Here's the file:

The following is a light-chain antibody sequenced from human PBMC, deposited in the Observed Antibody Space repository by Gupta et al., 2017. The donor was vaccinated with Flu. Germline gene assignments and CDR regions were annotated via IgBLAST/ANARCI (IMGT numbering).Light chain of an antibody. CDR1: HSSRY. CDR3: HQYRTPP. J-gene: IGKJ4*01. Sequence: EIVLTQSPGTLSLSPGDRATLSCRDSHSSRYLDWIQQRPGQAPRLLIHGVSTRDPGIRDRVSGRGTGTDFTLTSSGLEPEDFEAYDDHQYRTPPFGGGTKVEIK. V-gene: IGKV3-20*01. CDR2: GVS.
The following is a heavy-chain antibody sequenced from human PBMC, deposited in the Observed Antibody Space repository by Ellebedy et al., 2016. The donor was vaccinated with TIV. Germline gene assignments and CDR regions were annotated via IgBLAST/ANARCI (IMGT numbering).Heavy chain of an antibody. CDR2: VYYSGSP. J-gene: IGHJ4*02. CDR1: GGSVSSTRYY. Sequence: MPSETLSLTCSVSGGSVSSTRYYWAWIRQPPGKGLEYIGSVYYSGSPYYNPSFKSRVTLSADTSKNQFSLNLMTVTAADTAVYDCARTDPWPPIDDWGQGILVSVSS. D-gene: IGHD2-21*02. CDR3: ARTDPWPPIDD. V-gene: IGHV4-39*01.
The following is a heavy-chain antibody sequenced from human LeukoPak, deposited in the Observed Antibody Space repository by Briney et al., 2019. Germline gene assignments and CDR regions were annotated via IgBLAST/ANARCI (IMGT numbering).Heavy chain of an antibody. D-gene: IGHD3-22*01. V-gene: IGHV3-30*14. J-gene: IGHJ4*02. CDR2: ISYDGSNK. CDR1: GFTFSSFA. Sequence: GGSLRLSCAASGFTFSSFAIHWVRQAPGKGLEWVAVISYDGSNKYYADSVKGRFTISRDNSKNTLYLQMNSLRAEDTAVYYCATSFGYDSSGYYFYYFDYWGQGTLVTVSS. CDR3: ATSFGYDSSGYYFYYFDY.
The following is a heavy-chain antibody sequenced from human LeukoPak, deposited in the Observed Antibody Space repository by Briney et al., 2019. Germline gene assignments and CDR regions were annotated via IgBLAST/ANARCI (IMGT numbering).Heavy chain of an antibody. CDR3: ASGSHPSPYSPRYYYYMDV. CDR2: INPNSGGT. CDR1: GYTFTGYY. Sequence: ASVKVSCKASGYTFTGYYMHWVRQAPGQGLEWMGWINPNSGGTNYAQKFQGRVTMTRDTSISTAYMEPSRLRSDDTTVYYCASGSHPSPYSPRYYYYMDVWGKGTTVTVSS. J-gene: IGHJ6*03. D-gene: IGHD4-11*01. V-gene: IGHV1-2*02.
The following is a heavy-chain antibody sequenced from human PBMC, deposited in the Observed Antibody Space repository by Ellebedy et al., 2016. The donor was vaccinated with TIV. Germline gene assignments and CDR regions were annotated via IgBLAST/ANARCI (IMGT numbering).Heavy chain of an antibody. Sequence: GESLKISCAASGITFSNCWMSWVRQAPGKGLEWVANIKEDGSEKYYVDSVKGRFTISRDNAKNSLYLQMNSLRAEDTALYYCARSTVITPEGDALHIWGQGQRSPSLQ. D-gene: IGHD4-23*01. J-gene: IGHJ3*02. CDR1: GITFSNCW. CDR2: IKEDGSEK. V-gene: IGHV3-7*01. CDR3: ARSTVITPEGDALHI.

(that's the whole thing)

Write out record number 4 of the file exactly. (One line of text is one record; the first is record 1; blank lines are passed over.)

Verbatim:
The following is a heavy-chain antibody sequenced from human LeukoPak, deposited in the Observed Antibody Space repository by Briney et al., 2019. Germline gene assignments and CDR regions were annotated via IgBLAST/ANARCI (IMGT numbering).Heavy chain of an antibody. CDR3: ASGSHPSPYSPRYYYYMDV. CDR2: INPNSGGT. CDR1: GYTFTGYY. Sequence: ASVKVSCKASGYTFTGYYMHWVRQAPGQGLEWMGWINPNSGGTNYAQKFQGRVTMTRDTSISTAYMEPSRLRSDDTTVYYCASGSHPSPYSPRYYYYMDVWGKGTTVTVSS. J-gene: IGHJ6*03. D-gene: IGHD4-11*01. V-gene: IGHV1-2*02.